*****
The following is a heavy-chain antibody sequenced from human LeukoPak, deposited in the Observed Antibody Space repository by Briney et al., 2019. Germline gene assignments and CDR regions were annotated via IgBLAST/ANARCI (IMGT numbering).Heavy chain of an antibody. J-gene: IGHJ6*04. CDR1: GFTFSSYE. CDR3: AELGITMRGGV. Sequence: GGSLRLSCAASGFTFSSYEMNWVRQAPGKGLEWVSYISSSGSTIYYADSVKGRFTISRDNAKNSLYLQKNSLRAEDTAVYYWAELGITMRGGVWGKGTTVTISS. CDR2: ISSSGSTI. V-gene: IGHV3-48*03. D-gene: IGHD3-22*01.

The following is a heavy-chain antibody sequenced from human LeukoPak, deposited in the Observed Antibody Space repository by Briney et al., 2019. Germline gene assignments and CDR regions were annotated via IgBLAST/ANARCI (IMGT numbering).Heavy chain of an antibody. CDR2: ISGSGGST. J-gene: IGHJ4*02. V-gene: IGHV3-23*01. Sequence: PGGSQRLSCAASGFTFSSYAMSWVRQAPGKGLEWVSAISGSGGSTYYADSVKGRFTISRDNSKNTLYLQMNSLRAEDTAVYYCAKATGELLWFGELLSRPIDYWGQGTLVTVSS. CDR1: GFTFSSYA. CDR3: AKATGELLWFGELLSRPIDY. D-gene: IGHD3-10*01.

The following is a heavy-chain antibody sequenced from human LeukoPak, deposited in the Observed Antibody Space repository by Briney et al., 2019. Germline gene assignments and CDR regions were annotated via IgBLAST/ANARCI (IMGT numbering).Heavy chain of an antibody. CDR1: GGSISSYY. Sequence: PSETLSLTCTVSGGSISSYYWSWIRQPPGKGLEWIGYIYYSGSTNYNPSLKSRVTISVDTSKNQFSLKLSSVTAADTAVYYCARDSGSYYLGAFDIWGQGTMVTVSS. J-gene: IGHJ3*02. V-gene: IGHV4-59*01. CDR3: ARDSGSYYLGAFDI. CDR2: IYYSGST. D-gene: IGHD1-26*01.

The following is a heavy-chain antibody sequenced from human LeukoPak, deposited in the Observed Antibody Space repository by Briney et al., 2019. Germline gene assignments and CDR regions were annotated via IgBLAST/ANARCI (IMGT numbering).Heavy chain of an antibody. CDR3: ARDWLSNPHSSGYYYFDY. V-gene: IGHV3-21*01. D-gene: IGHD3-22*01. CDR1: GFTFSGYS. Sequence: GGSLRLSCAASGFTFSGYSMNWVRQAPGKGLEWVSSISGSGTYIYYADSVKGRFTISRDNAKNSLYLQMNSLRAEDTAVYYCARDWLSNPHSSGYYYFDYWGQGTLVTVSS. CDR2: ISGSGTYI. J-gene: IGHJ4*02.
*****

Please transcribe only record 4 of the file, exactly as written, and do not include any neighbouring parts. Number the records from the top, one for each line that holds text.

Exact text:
The following is a heavy-chain antibody sequenced from human LeukoPak, deposited in the Observed Antibody Space repository by Briney et al., 2019. Germline gene assignments and CDR regions were annotated via IgBLAST/ANARCI (IMGT numbering).Heavy chain of an antibody. CDR3: ARDWLSNPHSSGYYYFDY. V-gene: IGHV3-21*01. D-gene: IGHD3-22*01. CDR1: GFTFSGYS. Sequence: GGSLRLSCAASGFTFSGYSMNWVRQAPGKGLEWVSSISGSGTYIYYADSVKGRFTISRDNAKNSLYLQMNSLRAEDTAVYYCARDWLSNPHSSGYYYFDYWGQGTLVTVSS. CDR2: ISGSGTYI. J-gene: IGHJ4*02.